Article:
In other words, go with Plan A, because it’s the only plan going. Submit to your life. There is no Plan B.
Or, to paraphrase Oscar Wilde, I’d might as well be myself, because it seems everyone else is taken.
This is what it means to be grounded.
Kenshō experiences are profoundly, and paradoxically, grounding. They ground us in the reality of no-ground. They can help liberate us to be ourselves; to end the search for someplace, or someone, else to be. They’re a homecoming. We find ourselves at and as the heart of the universe. Home. Always, everywhere, home.
Anyway, all of these ways of thinking about and manifesting enlightenment are right and good. All of the above, I say.
Zen’s Ten Oxherding Pictures are a useful touchstone as we think about all of this. In this series of images, which is a metaphor for the spiritual journey, the kenshō moment—the eighth picture—is not the terminus. The series ends with a picture titled “Entering the Marketplace with Extended Hands.” In other words, everyday life is where the journey resolves, with us meeting everyday life, and others, openly and generously. Offering up what we are uniquely capable of offering up. Manifesting as oneself. “The God wants to know itself in you,” as Rilke wrote, expressing all this from a theistic perspective.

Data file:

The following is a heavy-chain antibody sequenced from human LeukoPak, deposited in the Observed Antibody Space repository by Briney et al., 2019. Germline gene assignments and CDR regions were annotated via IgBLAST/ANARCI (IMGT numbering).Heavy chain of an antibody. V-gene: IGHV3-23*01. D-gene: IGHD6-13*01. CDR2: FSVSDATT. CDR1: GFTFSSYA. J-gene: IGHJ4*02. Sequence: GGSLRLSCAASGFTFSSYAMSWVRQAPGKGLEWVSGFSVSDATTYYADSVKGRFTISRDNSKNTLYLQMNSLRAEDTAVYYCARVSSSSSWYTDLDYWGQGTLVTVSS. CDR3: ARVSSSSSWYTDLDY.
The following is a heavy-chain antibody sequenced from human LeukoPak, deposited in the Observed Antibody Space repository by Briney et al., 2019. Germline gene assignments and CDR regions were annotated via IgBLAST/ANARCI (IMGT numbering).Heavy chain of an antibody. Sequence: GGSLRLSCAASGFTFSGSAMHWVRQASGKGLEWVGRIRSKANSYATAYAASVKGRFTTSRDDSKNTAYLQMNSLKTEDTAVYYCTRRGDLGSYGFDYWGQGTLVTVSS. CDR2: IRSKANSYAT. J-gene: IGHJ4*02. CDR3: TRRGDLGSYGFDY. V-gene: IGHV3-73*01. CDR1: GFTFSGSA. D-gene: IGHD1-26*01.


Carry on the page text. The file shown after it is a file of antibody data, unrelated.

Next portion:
Back to James Taylor. A few weeks ago, I listened to his new autobiography, Break Shot, which I highly recommend. His is quite a life story. He had an intense youth; he experienced some intense things. Yet, JT’s autobiography confirmed what I’ve always sensed from his music and the handful of interviews I’ve heard or read: He ultimately sensed how the forces of the universe were bending him, much like those notes he bends. He submitted to his own karma; he quite literally played the music that is his life—made use of all of the ingredients of his life, even the hardest stuff—and found joy there.
JT sums up much of what I’m trying to say in the chorus of one of my favorite songs, The Secret of Life: “Try not to try to hard. It’s just a lovely ride.”
My wish for you is the joy of a life in music. The music that is your life.